We gave nTop to Students: Here’s what they Designed

nTopology partnered with a senior-level Virginia Tech engineering class to help students develop products for Additive Manufacturing. The students embraced the unique capabilities of the nTopology software and designed some exceptional final projects.

headshot of Adam Lebrecht
Adam Lebrecht
January 11, 2022


At nTopology, we fundamentally believe that our next-generation 3D modeling software has limitless applications, and students and researchers are in the best position to explore all of them.

As a part of our nTopEd community program, nTopology partnered with the Virginia Tech Additive Manufacturing class to aid them in designing their final projects.

This class, taught by Dr. Chris Williams in the Virginia Tech DREAMS Lab, has about forty senior-level undergraduate and graduate students from across the College of Engineering. Over the semester, the students study various topics, including Additive Manufacturing technologies, process physics and materials, and Design for Additive Manufacturing methodologies.

Although it was not a requirement of the class, every student used nTopology to design at least one part of their final project.

The final project requires students to design a product specifically for 3D printing. nTopology allowed the students to use our software to overcome previous design challenges with traditional CAD packages. The virtual training session led by nTopology’s Application Engineers guided the students to use the advanced software to help them realize their unique applications.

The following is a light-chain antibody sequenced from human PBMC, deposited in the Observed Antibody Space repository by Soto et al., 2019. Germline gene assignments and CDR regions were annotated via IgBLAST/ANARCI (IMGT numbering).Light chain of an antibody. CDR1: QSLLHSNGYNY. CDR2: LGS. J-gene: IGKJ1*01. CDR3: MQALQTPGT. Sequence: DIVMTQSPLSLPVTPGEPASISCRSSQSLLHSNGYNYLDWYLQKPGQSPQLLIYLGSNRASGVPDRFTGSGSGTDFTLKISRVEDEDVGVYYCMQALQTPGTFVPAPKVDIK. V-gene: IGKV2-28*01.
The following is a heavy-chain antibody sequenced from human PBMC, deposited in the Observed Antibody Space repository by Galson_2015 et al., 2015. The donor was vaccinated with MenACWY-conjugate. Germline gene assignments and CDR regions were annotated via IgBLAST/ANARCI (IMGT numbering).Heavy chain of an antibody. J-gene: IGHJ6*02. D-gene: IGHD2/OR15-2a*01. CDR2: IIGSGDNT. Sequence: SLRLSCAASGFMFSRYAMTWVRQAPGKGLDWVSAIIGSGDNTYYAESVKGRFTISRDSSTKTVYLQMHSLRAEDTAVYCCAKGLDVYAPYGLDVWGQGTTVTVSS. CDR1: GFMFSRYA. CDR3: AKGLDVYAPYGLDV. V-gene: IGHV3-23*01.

The Projects

Here we feature some of the one-of-a-kind projects of the students who took an even deeper dive into the software.

Flexible Hand Brace

This team used nTopology & powder bed fusion 3D printing to make a flexible hand brace for a Virginia Tech athlete with a ligament injury. The Voronoi lattice is graded to provide stiffness and integrity in select regions while maintaining a lightweight and flexible design.

Voronoi Hand

Lightweight Latticed Cubesat

Another team of students used nTopology to design a lightweight and stiff CubeSat with lattice infilled crossbeams. They performed a modal analysis and structure FEA to ensure the design could survive launch. This model was designed for binder jetting, but it was 3D printed with powder bed fusion.

Cubesat 1


Telescoping Satellite Boom

This part, created by a few Virginia Tech RockSat-X team members, is a telescoping boom for their small satellite. The team used nTopology to add latticing around the boom and integrate mounts for dipole antennas to minimize mass and maintain stiffness. This part was 3D printed using Stratasys ULTEM.

Satellite Boom 1

Ultra-Lightweight Turbine Blades

Members of the Virginia Tech Aerospace and Ocean Engineering Wind Turbine team used AM to 3D print ultra-lightweight turbine blades for their competition. These thin blades have internal lattices from nTopology with graded thickness to provide extra support in high-stress regions.

Wind Turbine


User-Specific Latticed Midsole

This design team used nTopology to create a 3D printed shoe midsole with tailored density and hardness based on individual users. They scanned a teammate’s foot and used it as a field to drive the graded lattice thickness.



Wave Shape Transformer Lens

Finally, In the US Navy Research MEEP course on Electromagnetics and  Additive Manufacturing composites, students used nTopology to 3D print a flat lens that can transform spherical waves into plane waves by grading the density and dielectric properties. A fantastic application of nTopology engineering software.


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